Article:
Purpose: High levels of cardiorespiratory fitness (.VO2max) are associated with reduced risk of cardiovascular morbidity and mortality. However, little is known to what extent longitudinal changes in .VO2max affect arterial wall thickness and stiffness, i.e., two major risk factors for cardiovascular disease. We therefore investigated the relationship between changes in .VO2max from adolescence (13-16 yr) to adulthood (age 36) and from young adulthood (21-32 yr) to age 36, and carotid intima-media thickness (IMT) and stiffness of the carotid, femoral, and brachial arteries, at age 36.
Methods: Analyses of changes in .VO2max from adolescence to age 36 consisted of 154 subjects (79 women), and from young adulthood to age 36 consisted of a subpopulation of 118 subjects (62 women). Throughout the years, .VO2max was measured directly with a maximal running test on a treadmill. When the subjects had the mean age of 36, carotid IMT and large artery stiffness (distensibility and compliance coefficients) were assessed noninvasively by ultrasound imaging methods.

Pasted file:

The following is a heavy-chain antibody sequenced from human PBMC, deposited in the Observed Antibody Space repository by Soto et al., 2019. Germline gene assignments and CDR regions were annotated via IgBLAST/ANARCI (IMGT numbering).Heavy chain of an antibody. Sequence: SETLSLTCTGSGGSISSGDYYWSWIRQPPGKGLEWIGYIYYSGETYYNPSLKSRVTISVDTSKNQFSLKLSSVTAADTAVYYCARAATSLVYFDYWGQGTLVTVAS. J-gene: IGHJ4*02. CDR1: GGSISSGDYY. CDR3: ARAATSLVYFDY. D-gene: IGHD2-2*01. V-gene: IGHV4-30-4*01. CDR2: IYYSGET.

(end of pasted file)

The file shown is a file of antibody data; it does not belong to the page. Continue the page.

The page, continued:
Results: Longitudinal changes in .VO2max were not significantly associated with carotid IMT. Changes in .VO2max were inversely and significantly associated with large artery stiffness. These associations were not uniform throughout the arterial tree, being stronger and independent of changes in other risk factors in the muscular (brachial and femoral) arteries but dependent on and possibly mediated by concomitant changes in HDL cholesterol and body weight in the elastic carotid artery.
Conclusion: Increases in .VO2max that occur from adolescence up to age 36 are associated with less arterial stiffness. Improving .VO2max by increasing physical activity levels may therefore contribute to a reduction in mortality from cardiovascular disease through decreasing arterial stiffness.